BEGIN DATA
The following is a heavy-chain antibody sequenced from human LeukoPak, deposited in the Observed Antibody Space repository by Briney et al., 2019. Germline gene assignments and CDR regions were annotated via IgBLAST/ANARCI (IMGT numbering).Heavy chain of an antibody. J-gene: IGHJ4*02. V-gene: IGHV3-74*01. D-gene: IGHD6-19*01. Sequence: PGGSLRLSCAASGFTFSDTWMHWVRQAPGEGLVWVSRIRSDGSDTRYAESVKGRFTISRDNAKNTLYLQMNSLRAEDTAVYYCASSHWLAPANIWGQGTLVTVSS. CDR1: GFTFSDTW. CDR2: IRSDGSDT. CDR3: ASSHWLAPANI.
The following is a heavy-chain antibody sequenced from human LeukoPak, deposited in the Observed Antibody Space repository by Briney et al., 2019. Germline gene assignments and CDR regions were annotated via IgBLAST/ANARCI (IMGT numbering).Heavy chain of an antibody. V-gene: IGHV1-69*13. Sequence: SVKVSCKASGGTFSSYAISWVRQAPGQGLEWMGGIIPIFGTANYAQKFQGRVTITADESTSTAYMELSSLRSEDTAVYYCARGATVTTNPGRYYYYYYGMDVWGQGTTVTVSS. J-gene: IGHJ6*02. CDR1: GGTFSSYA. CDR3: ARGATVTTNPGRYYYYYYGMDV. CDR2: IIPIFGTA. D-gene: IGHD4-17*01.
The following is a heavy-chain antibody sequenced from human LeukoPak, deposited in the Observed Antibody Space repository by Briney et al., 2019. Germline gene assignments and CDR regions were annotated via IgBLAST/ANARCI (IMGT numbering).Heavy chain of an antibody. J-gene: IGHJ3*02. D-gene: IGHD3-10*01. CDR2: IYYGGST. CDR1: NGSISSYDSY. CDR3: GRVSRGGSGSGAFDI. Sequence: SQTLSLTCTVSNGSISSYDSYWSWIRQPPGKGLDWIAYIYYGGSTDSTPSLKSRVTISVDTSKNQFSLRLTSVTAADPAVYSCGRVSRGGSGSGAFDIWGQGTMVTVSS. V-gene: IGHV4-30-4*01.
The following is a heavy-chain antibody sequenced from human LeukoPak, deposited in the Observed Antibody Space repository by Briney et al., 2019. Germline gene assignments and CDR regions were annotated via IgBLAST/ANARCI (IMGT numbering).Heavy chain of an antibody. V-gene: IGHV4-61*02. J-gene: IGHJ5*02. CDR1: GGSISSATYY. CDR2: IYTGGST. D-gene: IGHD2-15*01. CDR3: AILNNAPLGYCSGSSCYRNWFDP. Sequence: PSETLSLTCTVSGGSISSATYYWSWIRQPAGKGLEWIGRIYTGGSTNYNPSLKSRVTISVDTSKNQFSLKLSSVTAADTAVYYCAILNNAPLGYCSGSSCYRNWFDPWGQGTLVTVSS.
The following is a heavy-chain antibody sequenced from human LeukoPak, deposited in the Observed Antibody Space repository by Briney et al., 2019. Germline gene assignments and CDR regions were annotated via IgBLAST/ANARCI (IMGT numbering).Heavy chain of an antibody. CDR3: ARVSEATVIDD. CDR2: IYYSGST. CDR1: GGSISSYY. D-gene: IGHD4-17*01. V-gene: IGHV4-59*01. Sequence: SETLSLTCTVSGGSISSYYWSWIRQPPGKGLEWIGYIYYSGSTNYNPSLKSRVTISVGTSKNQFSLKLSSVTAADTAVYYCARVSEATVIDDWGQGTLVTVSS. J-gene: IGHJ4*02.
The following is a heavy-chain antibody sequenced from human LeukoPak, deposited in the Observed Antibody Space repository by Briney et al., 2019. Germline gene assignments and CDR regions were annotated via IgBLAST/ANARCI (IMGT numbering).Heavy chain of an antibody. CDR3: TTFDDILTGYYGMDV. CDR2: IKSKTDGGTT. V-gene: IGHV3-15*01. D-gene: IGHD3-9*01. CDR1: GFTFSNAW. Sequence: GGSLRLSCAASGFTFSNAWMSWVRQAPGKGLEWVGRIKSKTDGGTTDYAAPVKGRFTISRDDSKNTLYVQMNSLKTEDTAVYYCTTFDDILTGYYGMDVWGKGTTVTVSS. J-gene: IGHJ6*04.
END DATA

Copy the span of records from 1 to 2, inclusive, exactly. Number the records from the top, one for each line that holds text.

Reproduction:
The following is a heavy-chain antibody sequenced from human LeukoPak, deposited in the Observed Antibody Space repository by Briney et al., 2019. Germline gene assignments and CDR regions were annotated via IgBLAST/ANARCI (IMGT numbering).Heavy chain of an antibody. J-gene: IGHJ4*02. V-gene: IGHV3-74*01. D-gene: IGHD6-19*01. Sequence: PGGSLRLSCAASGFTFSDTWMHWVRQAPGEGLVWVSRIRSDGSDTRYAESVKGRFTISRDNAKNTLYLQMNSLRAEDTAVYYCASSHWLAPANIWGQGTLVTVSS. CDR1: GFTFSDTW. CDR2: IRSDGSDT. CDR3: ASSHWLAPANI.
The following is a heavy-chain antibody sequenced from human LeukoPak, deposited in the Observed Antibody Space repository by Briney et al., 2019. Germline gene assignments and CDR regions were annotated via IgBLAST/ANARCI (IMGT numbering).Heavy chain of an antibody. V-gene: IGHV1-69*13. Sequence: SVKVSCKASGGTFSSYAISWVRQAPGQGLEWMGGIIPIFGTANYAQKFQGRVTITADESTSTAYMELSSLRSEDTAVYYCARGATVTTNPGRYYYYYYGMDVWGQGTTVTVSS. J-gene: IGHJ6*02. CDR1: GGTFSSYA. CDR3: ARGATVTTNPGRYYYYYYGMDV. CDR2: IIPIFGTA. D-gene: IGHD4-17*01.